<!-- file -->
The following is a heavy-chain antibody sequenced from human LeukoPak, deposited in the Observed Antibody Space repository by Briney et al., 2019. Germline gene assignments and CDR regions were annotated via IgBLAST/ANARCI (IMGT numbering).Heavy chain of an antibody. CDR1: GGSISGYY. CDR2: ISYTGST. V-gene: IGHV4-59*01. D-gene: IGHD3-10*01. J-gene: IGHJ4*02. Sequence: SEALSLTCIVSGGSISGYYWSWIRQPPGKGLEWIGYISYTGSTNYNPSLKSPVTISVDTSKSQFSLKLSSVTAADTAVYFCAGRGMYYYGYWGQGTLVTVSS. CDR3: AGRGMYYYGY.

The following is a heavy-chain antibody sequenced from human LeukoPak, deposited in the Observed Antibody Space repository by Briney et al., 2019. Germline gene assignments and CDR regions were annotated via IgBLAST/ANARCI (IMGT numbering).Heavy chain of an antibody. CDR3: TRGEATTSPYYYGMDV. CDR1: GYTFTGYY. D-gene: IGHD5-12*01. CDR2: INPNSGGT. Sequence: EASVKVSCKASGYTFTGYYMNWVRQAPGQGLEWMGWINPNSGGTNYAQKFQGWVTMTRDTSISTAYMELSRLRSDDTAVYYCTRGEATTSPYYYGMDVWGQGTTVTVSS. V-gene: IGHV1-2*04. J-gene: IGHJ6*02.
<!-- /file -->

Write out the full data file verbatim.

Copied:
The following is a heavy-chain antibody sequenced from human LeukoPak, deposited in the Observed Antibody Space repository by Briney et al., 2019. Germline gene assignments and CDR regions were annotated via IgBLAST/ANARCI (IMGT numbering).Heavy chain of an antibody. CDR1: GGSISGYY. CDR2: ISYTGST. V-gene: IGHV4-59*01. D-gene: IGHD3-10*01. J-gene: IGHJ4*02. Sequence: SEALSLTCIVSGGSISGYYWSWIRQPPGKGLEWIGYISYTGSTNYNPSLKSPVTISVDTSKSQFSLKLSSVTAADTAVYFCAGRGMYYYGYWGQGTLVTVSS. CDR3: AGRGMYYYGY.

The following is a heavy-chain antibody sequenced from human LeukoPak, deposited in the Observed Antibody Space repository by Briney et al., 2019. Germline gene assignments and CDR regions were annotated via IgBLAST/ANARCI (IMGT numbering).Heavy chain of an antibody. CDR3: TRGEATTSPYYYGMDV. CDR1: GYTFTGYY. D-gene: IGHD5-12*01. CDR2: INPNSGGT. Sequence: EASVKVSCKASGYTFTGYYMNWVRQAPGQGLEWMGWINPNSGGTNYAQKFQGWVTMTRDTSISTAYMELSRLRSDDTAVYYCTRGEATTSPYYYGMDVWGQGTTVTVSS. V-gene: IGHV1-2*04. J-gene: IGHJ6*02.